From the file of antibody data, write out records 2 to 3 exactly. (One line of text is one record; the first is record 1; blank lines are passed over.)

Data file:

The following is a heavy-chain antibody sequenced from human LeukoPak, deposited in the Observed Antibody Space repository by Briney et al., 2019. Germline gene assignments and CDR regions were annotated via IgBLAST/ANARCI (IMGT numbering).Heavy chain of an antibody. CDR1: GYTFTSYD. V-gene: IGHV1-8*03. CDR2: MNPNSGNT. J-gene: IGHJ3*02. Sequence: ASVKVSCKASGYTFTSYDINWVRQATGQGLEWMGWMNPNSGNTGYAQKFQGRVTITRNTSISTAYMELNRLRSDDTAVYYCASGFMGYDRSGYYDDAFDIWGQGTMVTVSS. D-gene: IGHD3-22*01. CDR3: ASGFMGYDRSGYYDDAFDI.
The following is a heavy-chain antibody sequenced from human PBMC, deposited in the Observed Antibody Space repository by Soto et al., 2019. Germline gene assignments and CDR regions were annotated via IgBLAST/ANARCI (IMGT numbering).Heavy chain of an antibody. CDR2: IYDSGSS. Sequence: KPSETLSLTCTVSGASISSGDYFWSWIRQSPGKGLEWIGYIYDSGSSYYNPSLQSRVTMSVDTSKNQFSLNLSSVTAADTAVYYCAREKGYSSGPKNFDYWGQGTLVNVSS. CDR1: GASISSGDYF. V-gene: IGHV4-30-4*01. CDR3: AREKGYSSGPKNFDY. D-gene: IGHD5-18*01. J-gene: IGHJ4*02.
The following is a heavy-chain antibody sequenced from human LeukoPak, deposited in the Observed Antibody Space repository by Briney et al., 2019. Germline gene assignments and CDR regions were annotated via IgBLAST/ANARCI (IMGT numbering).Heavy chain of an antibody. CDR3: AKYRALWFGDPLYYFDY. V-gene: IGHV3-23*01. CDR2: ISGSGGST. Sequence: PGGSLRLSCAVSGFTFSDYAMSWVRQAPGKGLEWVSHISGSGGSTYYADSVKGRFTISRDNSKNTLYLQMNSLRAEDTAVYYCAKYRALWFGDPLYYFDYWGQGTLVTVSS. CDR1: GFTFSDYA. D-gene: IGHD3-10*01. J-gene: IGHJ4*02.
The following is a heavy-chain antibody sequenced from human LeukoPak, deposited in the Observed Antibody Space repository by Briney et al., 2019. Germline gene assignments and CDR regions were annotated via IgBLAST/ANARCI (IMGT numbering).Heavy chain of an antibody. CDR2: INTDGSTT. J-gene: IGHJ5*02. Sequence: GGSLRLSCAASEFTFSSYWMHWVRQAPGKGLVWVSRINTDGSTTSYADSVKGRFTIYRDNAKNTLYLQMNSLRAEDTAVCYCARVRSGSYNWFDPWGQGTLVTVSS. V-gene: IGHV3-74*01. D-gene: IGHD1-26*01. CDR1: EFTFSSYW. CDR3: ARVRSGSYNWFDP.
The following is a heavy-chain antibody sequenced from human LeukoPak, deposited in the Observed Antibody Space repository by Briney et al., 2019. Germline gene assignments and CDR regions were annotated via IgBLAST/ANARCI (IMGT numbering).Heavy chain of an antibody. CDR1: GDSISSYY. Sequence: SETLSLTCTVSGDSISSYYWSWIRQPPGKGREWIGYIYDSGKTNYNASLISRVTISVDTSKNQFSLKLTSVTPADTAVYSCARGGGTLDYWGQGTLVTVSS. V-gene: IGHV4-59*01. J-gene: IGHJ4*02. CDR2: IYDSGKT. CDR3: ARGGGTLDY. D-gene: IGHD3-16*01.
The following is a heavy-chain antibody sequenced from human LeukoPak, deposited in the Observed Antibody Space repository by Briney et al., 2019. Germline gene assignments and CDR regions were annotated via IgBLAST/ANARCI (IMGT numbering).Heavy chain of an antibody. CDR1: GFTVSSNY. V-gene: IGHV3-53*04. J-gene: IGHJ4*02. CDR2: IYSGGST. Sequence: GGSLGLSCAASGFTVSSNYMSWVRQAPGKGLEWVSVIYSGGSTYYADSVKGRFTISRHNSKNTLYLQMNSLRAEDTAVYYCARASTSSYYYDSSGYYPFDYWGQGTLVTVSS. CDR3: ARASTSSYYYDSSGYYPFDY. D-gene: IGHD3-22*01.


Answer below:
The following is a heavy-chain antibody sequenced from human PBMC, deposited in the Observed Antibody Space repository by Soto et al., 2019. Germline gene assignments and CDR regions were annotated via IgBLAST/ANARCI (IMGT numbering).Heavy chain of an antibody. CDR2: IYDSGSS. Sequence: KPSETLSLTCTVSGASISSGDYFWSWIRQSPGKGLEWIGYIYDSGSSYYNPSLQSRVTMSVDTSKNQFSLNLSSVTAADTAVYYCAREKGYSSGPKNFDYWGQGTLVNVSS. CDR1: GASISSGDYF. V-gene: IGHV4-30-4*01. CDR3: AREKGYSSGPKNFDY. D-gene: IGHD5-18*01. J-gene: IGHJ4*02.
The following is a heavy-chain antibody sequenced from human LeukoPak, deposited in the Observed Antibody Space repository by Briney et al., 2019. Germline gene assignments and CDR regions were annotated via IgBLAST/ANARCI (IMGT numbering).Heavy chain of an antibody. CDR3: AKYRALWFGDPLYYFDY. V-gene: IGHV3-23*01. CDR2: ISGSGGST. Sequence: PGGSLRLSCAVSGFTFSDYAMSWVRQAPGKGLEWVSHISGSGGSTYYADSVKGRFTISRDNSKNTLYLQMNSLRAEDTAVYYCAKYRALWFGDPLYYFDYWGQGTLVTVSS. CDR1: GFTFSDYA. D-gene: IGHD3-10*01. J-gene: IGHJ4*02.